DISCLAIMER: Star Trek: Voyager and characters belong to Paramount/CBS. I just like to make them happier.

Kathryn had walked with Chakotay as he made his way to the holodeck dressed for his boxing training program. The Doctor managed to suppress the gene for the cognitive disorder again after they escaped chaotic space, but she was still concerned. Chakotay was so frightened of turning into his grandfather, a "crazy old man" as he had called him. She had pushed him to give in to the hallucinations so he could communicate with the aliens and try to rescue the ship.

Twenty minutes later, she found herself standing in front of the doors to the holodeck. Her mind would not let go of the images of her steady, calm, and controlled First Officer raving and scared. She would think of some excuse for her visit if he asked, but for now she just had to see him again and reassure herself that he was really okay.

She punched in her security code and stepped through the doors. She expected to find a simulation of Starfleet Academy's boxing training center. Instead, she found herself standing on a rocky path that cut through a densely wooded landscape. The low sun above her indicated the simulation was set late in the day, and the air temperature was warm and mildly humid. She knew Chakotay was here because she had asked the computer before she came, but she had no idea where "here" was.

She considered turning around and leaving, but the fact that the holodeck program being run was not the one he had told her he was going to use, or had dressed for, only increased her concern. She took a last look toward the exit and then set her feet to follow the path.

It wasn't long before she could smell water, fresh water judging by the lack of a salty tang. She stepped over a fallen log, rounded a bend in the trail, and stood gazing out over a small lake. The trees cast long shadows that undulated across the water's surface. No structures were in sight, although she could see other paths across the way that might lead to simulations set back in the woods. Off to her left, she spotted Chakotay lying on his back with his feet in the gently lapping waves at the shoreline.

She walked toward him and noticed he was not wearing a shirt. As she drew closer, she realized he was not wearing the gray shorts he had on earlier, either. He was in only a pair of black boxer briefs, his skin still glistening from an apparent swim. She stopped where she was and stood hesitantly.

"What are you doing here, Kathryn?" he asked. He hadn't looked at her, but of course, he would recognize her footsteps just as she did his. His voice sounded heavy, weary.

She was supposed to make up an excuse, but upon seeing the odd change in programs and hearing the timbre of his words, she spilled the truth. "I was worried about you. I wanted to see you."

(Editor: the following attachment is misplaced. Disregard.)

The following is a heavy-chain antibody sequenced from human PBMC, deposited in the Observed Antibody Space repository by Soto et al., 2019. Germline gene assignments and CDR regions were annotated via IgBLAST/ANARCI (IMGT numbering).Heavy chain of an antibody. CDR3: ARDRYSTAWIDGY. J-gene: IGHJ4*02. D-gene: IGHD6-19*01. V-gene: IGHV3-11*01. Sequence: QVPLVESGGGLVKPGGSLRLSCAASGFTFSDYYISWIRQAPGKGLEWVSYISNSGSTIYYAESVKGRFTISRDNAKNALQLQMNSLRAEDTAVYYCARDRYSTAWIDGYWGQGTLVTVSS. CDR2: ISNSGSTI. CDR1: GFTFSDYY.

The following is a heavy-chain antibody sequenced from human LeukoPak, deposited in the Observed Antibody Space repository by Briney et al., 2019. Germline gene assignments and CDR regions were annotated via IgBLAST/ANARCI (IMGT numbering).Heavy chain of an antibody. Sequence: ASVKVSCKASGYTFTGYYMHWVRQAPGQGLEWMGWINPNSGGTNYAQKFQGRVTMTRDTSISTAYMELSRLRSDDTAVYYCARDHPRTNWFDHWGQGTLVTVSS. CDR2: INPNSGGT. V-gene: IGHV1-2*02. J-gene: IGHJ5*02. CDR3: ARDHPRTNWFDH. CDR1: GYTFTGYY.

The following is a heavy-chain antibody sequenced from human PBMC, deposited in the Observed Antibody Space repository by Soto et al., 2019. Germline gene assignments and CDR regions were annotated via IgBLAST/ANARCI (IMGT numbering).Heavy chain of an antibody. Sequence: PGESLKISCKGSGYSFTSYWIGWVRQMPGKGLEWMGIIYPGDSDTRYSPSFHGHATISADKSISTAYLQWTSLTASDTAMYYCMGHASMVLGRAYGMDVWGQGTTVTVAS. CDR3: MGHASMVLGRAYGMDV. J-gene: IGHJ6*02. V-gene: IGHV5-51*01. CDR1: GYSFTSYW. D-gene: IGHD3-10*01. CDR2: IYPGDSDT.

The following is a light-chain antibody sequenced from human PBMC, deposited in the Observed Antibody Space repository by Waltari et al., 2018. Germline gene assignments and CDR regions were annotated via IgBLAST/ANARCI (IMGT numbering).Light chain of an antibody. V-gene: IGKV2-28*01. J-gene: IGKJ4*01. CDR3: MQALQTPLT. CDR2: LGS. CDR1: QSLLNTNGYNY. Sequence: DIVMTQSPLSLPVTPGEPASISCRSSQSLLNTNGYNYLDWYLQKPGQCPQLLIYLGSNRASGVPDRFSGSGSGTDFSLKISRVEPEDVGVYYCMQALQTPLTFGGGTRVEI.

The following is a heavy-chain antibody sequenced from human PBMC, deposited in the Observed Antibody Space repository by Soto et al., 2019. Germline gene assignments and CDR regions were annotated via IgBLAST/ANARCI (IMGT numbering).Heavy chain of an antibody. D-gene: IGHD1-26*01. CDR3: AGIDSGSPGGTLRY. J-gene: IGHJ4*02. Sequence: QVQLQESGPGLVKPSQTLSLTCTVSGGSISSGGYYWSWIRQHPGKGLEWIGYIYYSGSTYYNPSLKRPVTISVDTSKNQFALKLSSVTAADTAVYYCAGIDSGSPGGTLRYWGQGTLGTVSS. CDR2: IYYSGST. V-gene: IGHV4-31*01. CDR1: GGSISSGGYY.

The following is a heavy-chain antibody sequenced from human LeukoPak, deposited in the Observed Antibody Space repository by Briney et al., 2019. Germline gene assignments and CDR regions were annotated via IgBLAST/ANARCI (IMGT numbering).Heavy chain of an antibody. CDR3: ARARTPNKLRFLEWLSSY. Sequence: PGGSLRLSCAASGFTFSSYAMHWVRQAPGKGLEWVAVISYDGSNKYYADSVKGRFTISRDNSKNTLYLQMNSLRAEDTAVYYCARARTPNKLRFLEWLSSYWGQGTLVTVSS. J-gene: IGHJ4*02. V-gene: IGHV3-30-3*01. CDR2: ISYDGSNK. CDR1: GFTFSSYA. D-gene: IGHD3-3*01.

She heard his sigh even across the space still remaining between them. "I'm fine." He had never been a good liar, especially with her.

"I'm not buying it," she said. "What's wrong? I thought you were going to box."

"I was, but my head wasn't in it."

"Are you hurt?"

"No, I never even got in the ring."

She was uncomfortable with his dress, or rather, state of undress, but her worry won out. She crossed the short distance, sat down in the sand beside him, and took off her jacket. "What is this place, Chakotay?"



"You do realize I'm in my underwear, right?"

The corner of her mouth curled slightly. "I do realize that, but I did use my security override to enter without your permission. I don't really have a right to comment on what I find." She kept her eyes looking out over the lake. "Within reason," she added.

"Fine," he said.

"You didn't answer my question. Where are we?"

"Somewhere I never bring anybody."

She turned to look at him, seeing a guardedness in eyes and the set of his jaw. "Convince me you're okay, and I'll leave."

"No, I'm sorry. You don't have to go." He sat up and bent the knee closest to Kathryn, pulling his leg up to at least somewhat cover his exposed state. He gazed out over the water and said, "This is where I grew up. This is Dorvan."

She studied the lush, green woodland, the rugged natural beauty of the sandy shoreline and rocky pathways, and the dark water. "It's lovely. So, this is the lake you told me about that you played in as a child?"

He ran his hand over his still damp hair and attempted to wipe the sand from his back and shoulders. "Yes. My house is over there." He pointed across the water to the right where she could see a faint break in the trees that must indicate another trail. "Incidentally," he said, "that's where my clothes are, too. I took the path to the house and swam here."